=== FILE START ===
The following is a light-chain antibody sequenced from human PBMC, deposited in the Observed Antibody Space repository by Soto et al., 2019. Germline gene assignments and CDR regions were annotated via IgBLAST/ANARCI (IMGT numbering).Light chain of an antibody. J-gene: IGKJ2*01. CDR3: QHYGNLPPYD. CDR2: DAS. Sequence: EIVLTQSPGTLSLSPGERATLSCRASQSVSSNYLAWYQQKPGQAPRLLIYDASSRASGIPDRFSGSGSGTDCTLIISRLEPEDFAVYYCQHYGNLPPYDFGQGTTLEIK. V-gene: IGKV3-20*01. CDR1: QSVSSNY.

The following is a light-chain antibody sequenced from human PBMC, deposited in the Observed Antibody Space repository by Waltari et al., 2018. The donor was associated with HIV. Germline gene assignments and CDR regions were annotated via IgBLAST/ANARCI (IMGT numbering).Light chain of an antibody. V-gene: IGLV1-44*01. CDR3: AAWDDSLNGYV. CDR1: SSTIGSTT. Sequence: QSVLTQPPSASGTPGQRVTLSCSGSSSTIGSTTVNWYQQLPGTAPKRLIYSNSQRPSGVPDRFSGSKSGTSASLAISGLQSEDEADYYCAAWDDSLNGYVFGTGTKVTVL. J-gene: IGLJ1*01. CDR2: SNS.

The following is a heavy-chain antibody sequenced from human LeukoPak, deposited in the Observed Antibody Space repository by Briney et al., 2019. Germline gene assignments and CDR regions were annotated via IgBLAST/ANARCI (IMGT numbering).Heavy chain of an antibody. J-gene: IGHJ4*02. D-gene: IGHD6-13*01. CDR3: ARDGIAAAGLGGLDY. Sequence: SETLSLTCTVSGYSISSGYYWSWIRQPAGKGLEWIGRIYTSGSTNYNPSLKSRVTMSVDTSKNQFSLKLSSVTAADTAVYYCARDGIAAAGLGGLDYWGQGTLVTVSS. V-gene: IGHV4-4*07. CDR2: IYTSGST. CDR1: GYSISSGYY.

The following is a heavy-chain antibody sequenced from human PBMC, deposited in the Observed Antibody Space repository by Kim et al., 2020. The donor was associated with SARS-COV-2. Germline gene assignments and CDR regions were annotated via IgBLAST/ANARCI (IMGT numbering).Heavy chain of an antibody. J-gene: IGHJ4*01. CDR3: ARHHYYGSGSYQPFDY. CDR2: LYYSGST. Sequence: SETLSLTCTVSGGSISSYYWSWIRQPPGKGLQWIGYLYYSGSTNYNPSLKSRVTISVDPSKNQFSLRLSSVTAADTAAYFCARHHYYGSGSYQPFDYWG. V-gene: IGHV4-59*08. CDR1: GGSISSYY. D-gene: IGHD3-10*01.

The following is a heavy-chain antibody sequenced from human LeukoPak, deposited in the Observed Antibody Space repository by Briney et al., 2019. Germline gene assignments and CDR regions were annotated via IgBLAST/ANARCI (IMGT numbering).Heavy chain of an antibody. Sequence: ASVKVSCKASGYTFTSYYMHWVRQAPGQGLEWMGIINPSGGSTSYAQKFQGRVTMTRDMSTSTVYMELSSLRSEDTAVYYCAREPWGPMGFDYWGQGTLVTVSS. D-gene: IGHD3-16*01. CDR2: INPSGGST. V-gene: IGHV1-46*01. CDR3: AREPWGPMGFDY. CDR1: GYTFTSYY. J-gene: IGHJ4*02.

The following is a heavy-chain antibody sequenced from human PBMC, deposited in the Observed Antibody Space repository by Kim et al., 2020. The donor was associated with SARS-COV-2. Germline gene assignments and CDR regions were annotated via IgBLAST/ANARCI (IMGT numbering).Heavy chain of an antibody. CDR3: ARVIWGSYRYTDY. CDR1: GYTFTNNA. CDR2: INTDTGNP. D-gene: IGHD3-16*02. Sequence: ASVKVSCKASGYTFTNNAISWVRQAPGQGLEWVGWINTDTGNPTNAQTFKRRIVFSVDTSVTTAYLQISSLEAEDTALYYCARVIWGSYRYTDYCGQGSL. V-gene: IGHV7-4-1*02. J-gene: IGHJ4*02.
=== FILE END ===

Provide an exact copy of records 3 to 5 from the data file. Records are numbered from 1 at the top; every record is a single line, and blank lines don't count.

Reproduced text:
The following is a heavy-chain antibody sequenced from human LeukoPak, deposited in the Observed Antibody Space repository by Briney et al., 2019. Germline gene assignments and CDR regions were annotated via IgBLAST/ANARCI (IMGT numbering).Heavy chain of an antibody. J-gene: IGHJ4*02. D-gene: IGHD6-13*01. CDR3: ARDGIAAAGLGGLDY. Sequence: SETLSLTCTVSGYSISSGYYWSWIRQPAGKGLEWIGRIYTSGSTNYNPSLKSRVTMSVDTSKNQFSLKLSSVTAADTAVYYCARDGIAAAGLGGLDYWGQGTLVTVSS. V-gene: IGHV4-4*07. CDR2: IYTSGST. CDR1: GYSISSGYY.

The following is a heavy-chain antibody sequenced from human PBMC, deposited in the Observed Antibody Space repository by Kim et al., 2020. The donor was associated with SARS-COV-2. Germline gene assignments and CDR regions were annotated via IgBLAST/ANARCI (IMGT numbering).Heavy chain of an antibody. J-gene: IGHJ4*01. CDR3: ARHHYYGSGSYQPFDY. CDR2: LYYSGST. Sequence: SETLSLTCTVSGGSISSYYWSWIRQPPGKGLQWIGYLYYSGSTNYNPSLKSRVTISVDPSKNQFSLRLSSVTAADTAAYFCARHHYYGSGSYQPFDYWG. V-gene: IGHV4-59*08. CDR1: GGSISSYY. D-gene: IGHD3-10*01.

The following is a heavy-chain antibody sequenced from human LeukoPak, deposited in the Observed Antibody Space repository by Briney et al., 2019. Germline gene assignments and CDR regions were annotated via IgBLAST/ANARCI (IMGT numbering).Heavy chain of an antibody. Sequence: ASVKVSCKASGYTFTSYYMHWVRQAPGQGLEWMGIINPSGGSTSYAQKFQGRVTMTRDMSTSTVYMELSSLRSEDTAVYYCAREPWGPMGFDYWGQGTLVTVSS. D-gene: IGHD3-16*01. CDR2: INPSGGST. V-gene: IGHV1-46*01. CDR3: AREPWGPMGFDY. CDR1: GYTFTSYY. J-gene: IGHJ4*02.